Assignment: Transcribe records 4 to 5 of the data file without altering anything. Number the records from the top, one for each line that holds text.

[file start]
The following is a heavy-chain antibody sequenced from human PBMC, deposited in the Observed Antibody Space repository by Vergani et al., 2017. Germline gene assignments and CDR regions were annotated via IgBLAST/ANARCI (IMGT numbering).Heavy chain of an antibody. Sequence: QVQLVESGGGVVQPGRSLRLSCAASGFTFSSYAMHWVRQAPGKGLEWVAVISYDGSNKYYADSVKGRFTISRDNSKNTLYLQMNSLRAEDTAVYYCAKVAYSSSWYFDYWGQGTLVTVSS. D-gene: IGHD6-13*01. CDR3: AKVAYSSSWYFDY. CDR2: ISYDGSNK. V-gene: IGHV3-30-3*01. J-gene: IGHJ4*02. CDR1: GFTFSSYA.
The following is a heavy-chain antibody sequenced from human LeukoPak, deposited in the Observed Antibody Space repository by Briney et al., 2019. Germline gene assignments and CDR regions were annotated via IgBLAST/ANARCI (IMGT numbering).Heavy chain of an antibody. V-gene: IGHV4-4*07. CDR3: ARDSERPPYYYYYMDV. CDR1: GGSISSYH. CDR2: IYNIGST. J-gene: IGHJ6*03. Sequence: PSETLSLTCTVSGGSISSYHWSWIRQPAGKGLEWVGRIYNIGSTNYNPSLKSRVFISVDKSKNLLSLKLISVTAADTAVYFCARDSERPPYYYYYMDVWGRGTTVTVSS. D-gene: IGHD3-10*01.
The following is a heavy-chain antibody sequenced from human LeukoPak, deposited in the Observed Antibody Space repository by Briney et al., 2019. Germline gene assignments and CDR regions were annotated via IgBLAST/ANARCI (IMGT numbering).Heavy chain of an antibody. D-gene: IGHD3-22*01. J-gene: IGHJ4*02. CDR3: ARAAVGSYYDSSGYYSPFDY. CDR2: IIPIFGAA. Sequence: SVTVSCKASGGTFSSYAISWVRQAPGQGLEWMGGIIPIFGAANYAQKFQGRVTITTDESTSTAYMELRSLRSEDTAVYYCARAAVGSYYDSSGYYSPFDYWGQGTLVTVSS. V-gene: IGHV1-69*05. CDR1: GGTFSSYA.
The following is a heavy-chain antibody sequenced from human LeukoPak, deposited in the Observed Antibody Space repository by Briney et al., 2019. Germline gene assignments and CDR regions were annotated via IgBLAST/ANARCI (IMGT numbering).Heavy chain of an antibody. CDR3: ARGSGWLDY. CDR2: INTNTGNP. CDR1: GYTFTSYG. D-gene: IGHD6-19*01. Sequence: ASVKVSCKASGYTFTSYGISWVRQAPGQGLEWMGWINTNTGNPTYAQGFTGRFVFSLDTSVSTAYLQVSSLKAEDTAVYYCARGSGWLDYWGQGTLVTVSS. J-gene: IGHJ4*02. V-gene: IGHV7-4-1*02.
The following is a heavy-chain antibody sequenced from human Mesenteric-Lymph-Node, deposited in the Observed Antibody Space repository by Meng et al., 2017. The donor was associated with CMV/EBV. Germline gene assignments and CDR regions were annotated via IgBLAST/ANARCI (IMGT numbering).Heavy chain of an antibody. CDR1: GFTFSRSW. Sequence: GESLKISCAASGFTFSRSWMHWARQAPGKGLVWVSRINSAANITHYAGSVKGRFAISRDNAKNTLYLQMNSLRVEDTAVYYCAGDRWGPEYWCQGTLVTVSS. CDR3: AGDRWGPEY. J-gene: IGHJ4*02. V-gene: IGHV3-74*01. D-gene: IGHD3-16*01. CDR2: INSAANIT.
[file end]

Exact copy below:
The following is a heavy-chain antibody sequenced from human LeukoPak, deposited in the Observed Antibody Space repository by Briney et al., 2019. Germline gene assignments and CDR regions were annotated via IgBLAST/ANARCI (IMGT numbering).Heavy chain of an antibody. CDR3: ARGSGWLDY. CDR2: INTNTGNP. CDR1: GYTFTSYG. D-gene: IGHD6-19*01. Sequence: ASVKVSCKASGYTFTSYGISWVRQAPGQGLEWMGWINTNTGNPTYAQGFTGRFVFSLDTSVSTAYLQVSSLKAEDTAVYYCARGSGWLDYWGQGTLVTVSS. J-gene: IGHJ4*02. V-gene: IGHV7-4-1*02.
The following is a heavy-chain antibody sequenced from human Mesenteric-Lymph-Node, deposited in the Observed Antibody Space repository by Meng et al., 2017. The donor was associated with CMV/EBV. Germline gene assignments and CDR regions were annotated via IgBLAST/ANARCI (IMGT numbering).Heavy chain of an antibody. CDR1: GFTFSRSW. Sequence: GESLKISCAASGFTFSRSWMHWARQAPGKGLVWVSRINSAANITHYAGSVKGRFAISRDNAKNTLYLQMNSLRVEDTAVYYCAGDRWGPEYWCQGTLVTVSS. CDR3: AGDRWGPEY. J-gene: IGHJ4*02. V-gene: IGHV3-74*01. D-gene: IGHD3-16*01. CDR2: INSAANIT.